The network security component of network management includes policy enforcement to control risk, ensure internal compliance, and keep security threats at bay. The purpose of network backup is to provide a safe and reliable experience for all users. Therefore, all five types of network management must work together for this component to function smoothly. Network Security also uses analytics as a critical component to monitor dynamic risk levels and alert necessary stakeholders before serious problems occur. These components are part of three network management architectures, including management entities, managed devices, and management protocols. Management entities include the people and technologies responsible for managing the landscape and IT administrators or automation scripts. A managed device is on the receiving end of a network connection. Endpoints, Switches, and Servers. Management protocol refers to the mediation rules and policies that govern the relationship between management entities and managed devices.

    5 Different Types of Network Management:

    Depending on the size and nature of your business, you may have specific teams or individuals dedicated to all types of network management. Large distributed multinational companies typically have teams dedicated to each type of activity. Certain horizontal lines of business may set up a team for one kind of network management and group the rest into standard functions.

    Different Types of Network Management are:

    1. Fault Management
    2. Configuration Management
    3. Accounting and Utilization Management
    4. Performance Management
    5. Security Management
    5 Different Types of Network Management

    1. Network Fault Management: 

    A dedicated network fault management team can be appointed to predict, detect and resolve network faults to minimize downtime. In addition to troubleshooting, this function is responsible for logging error information, maintaining records, performing analysis, and assisting with regular audits. There should be clear channels for network fault management teams to report to network administrators. If this bug is reported, we will also collaborate closely with end-users.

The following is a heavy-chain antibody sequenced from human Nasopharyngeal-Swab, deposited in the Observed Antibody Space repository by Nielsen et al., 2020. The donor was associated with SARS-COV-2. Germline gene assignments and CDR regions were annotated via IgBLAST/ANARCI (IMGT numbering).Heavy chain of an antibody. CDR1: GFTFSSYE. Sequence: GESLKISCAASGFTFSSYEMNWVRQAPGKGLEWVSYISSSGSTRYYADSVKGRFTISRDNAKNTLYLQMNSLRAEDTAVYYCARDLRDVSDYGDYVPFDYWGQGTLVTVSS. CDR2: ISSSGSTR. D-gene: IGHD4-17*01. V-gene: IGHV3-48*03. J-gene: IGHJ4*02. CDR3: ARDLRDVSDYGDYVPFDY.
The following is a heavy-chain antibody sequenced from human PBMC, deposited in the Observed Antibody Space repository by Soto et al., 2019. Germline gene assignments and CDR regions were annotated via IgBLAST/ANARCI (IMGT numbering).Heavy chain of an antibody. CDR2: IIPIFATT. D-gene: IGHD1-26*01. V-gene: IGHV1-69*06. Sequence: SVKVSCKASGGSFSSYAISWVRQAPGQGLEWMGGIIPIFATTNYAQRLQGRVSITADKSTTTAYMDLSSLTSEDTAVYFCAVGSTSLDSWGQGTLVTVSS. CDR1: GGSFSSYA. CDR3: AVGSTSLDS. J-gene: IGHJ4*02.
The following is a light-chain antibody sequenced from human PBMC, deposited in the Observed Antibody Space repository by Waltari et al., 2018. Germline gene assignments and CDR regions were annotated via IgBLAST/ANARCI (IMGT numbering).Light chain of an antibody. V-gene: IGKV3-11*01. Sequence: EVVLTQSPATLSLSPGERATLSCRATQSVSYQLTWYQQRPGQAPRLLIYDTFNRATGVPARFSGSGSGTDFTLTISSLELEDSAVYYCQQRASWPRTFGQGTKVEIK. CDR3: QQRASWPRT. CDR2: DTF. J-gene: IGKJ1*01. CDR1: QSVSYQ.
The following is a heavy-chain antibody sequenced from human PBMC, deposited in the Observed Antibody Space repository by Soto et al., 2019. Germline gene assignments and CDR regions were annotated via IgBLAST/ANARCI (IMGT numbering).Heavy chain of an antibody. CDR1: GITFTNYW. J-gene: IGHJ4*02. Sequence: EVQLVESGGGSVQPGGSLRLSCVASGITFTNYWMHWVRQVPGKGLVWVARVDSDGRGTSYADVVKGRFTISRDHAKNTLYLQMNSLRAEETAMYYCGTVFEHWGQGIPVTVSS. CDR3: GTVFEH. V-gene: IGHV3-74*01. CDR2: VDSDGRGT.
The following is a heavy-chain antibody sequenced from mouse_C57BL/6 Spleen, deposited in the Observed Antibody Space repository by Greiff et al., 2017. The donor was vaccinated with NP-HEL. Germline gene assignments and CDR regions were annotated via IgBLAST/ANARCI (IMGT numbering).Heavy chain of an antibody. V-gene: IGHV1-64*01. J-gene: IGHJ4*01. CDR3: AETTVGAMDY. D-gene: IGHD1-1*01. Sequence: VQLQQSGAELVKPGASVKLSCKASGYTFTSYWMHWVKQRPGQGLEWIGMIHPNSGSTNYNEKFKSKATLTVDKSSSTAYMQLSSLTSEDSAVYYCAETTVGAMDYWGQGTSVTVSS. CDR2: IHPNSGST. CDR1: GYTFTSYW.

2. Network Configuration Management:

    Network configuration is an essential aspect of performance. These configurations are expected to change dynamically to accommodate large enterprises’ data and traffic demands. An example of a network configuration management task is an IT professional remotely changing connection settings to improve performance. Because network configuration management relies heavily on automation, teams can eliminate the need to manually examine configuration requirements and instead deploy changes automatically. As with fault management, the network configuration management team should keep detailed records of all changes, consequences, and problems that arise.

    3. Network Accounting and Utilization Management:

    As network requirements evolve, employees consume more network resources, increasing business costs. The Network Accounting Management Team monitors usage across departments, business functions, office locations, online products, and individual users to spot anomalies and track usage trends. Network accounting management is directly tied to some businesses’ profitability, primarily digital service providers. For example, an e-commerce business may need to track network utilization and compare it to peak and trough profitability. In large enterprises, network accounting management is a shared services organization that leases network resources to branches and subsidiaries to maintain internal profit margins.

    4. Network Performance Management:

    This is one of the most central aspects of network management. Network performance management includes a variety of tasks that help improve network uptime, service availability, and concurrent bandwidth speeds. Again, automation plays a significant role here. A single dashboard connects various network components that monitor performance KPIs and triggers alerts when thresholds are violated. For example, a network performance management team may need to map 24/7 network response times to avoid impacting the end-user experience. In the event of an anomaly, the Network Performance Management team works closely with the network fault management team to resolve the issue.

    5. Network Security Management:

    As most business processes move online, Security Network Management is critical to resilience, risk management, and success. For example, 68% of organizations surveyed by Telia Carrier in 2020 faced a distributed denial of service (DDoS) Attack in the past year. In a DDOS attack, multiple connected online devices target a company’s website that sends spoofed traffic to block legitimate traffic. Network security management involves protecting systems from these and other problems. Corporate networks also generate regular log streams analyzed by network Security Management teams to find threat fingerprints.